I called Rep. Paul Thissen (D-Minneapolis) the other day to talk about the upcoming legislative session and the Pawlenty administration’s direction to state agencies to draft budgets with 5 percent cuts.
When the dust settles, the cuts are expected to fall disproportionately on health and human services. Thissen, who chaired the House Health and Human Services Committee last session, said the education budget would be held harmless, at the very least. If education (40 percent of general fund spending) is off limits, that makes health and human services budget (PDF) (more than 27 percent of the general fund spending) a big target to make up for the billion-dollar-plus deficit.
Thissen said he has already heard from many human services nonprofits worried about the cuts. Their concerns are well founded, he said. Then he said something about the cutting process that seemed pretty obvious, but I never heard it framed so clearly. In health and human services, he said, the Legislature can address the deficit either by cutting service provider rates or reducing program eligibility.
“That [choice] will be what the legislative process will be about,” Thissen said. “Those are the two ways that you get at it.”
Subsidizing the gap
Nonprofit leaders have watched the oncoming budget train wreck for months. I called several to get their view on the tough choice: Rates vs. Eligibility.
Kate Barr, executive director of the Nonprofit Assistance Fund, said freezing or cutting rates puts more pressure on nonprofits to raise money to cover the program’s true cots. If the Legislature cut program eligibility to save money, nonprofits have to deal with clients who still come for help. “It is difficult for the nonprofits to justify turning away people who were eligible at some point,” she said. “But yes, cutting rates would be much more devastating. Then you are forced into subsidizing the gap.”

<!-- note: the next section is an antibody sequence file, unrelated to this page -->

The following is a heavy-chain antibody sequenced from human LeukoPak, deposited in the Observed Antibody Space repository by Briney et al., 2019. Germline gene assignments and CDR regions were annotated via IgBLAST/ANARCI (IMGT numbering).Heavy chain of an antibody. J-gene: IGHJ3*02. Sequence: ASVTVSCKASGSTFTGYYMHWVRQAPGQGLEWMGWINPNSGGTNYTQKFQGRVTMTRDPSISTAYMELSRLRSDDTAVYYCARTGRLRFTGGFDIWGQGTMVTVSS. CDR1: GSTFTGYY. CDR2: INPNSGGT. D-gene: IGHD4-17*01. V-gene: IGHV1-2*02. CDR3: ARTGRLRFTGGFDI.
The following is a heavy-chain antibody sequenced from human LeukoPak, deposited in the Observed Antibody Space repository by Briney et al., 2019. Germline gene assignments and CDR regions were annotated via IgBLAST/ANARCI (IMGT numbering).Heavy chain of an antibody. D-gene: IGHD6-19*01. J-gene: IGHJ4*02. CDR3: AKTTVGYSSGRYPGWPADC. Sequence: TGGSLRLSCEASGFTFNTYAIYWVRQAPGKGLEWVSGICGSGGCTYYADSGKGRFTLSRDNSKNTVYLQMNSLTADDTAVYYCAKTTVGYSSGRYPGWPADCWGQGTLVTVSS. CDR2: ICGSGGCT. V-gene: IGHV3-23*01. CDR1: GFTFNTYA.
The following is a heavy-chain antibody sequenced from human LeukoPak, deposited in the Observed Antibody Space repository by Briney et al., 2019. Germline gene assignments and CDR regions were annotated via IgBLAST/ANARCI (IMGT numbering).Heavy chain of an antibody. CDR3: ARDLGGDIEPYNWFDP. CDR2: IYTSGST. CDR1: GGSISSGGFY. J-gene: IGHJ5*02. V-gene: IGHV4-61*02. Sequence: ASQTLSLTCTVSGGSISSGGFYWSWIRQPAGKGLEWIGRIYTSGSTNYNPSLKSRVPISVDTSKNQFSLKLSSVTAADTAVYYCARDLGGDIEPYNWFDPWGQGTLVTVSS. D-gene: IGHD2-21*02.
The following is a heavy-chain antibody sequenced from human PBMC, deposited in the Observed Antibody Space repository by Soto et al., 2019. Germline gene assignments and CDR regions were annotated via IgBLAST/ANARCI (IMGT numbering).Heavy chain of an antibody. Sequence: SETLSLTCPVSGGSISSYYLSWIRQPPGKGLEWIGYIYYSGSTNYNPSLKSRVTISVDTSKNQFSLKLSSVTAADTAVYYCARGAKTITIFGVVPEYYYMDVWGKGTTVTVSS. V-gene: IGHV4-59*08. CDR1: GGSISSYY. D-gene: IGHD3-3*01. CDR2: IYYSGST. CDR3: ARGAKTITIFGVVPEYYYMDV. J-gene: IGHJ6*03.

Jodi Sandfort, assistant professor at the Humphrey Institute of Public Affairs Public and Nonprofit Leadership Center, said nonprofit leaders are committed to serving as many people as possible, but reimbursement haven’t kept up with costs. “There comes a point of no return, and I would argue that we are at that point,” she said. “You can only continue to cut your own administration and your own operations so far before you begin to lose effectiveness.”
At risk of closing
Kari Thurlow, vice president of advocacy for Aging Services of Minnesota, said any Medicaid rate cuts would be devastating to her members. For nursing homes that accept Medicaid patients, Medicaid rates have a powerful impact on revenue. Those nursing homes have to charge uniform rates for all patients; the Medicaid rate sets payments for private-pay patients, too.
So which is tougher to absorb, eligibility or rate cuts? “That is a really hard question to answer,” she said. “They would both be bad news.”
Aging Services represents nursing homes, assisted living programs and home care providers, including 227 nonprofit and faith-based nursing homes. A survey of member nursing homes found one third are “at-risk of closing,” she said. To be “at risk,” a nursing home has to have a negative 5 percent operating margin or worse and have no cash on hand. The number of at-risk facilities has grown over the years. “We are in a precarious state,” Thurlow said.
Laurie Pumper, executive director of the Minnesota Association of Mental Health Residential Facilities, said her member organizations work with adults with persistent and severe mental illness, those who have recently left a hospital or need intensive services. Making fewer people eligible for government supports for those services would probably mean more homeless people.
“To say, ‘Sorry, we can’t serve you,’ that is a bad message to send,” Pumper said.
In the alternative, if the state cuts reimbursement rates or leaves rates flat, that could mean wage freezes of layoffs. That would make it more difficult for facilities to retain workers and meet state-mandated staffing levels, Pumper said.
Nonprofits will make these and other arguments throughout the session.
The Nonprofit Assistance Fund’s Barr said long-term, people need to take advantage of the funding crisis to talk about better service delivery.
But in the short-term, it’s going to be about cutting, either rates or eligibility.
Or perhaps entire programs.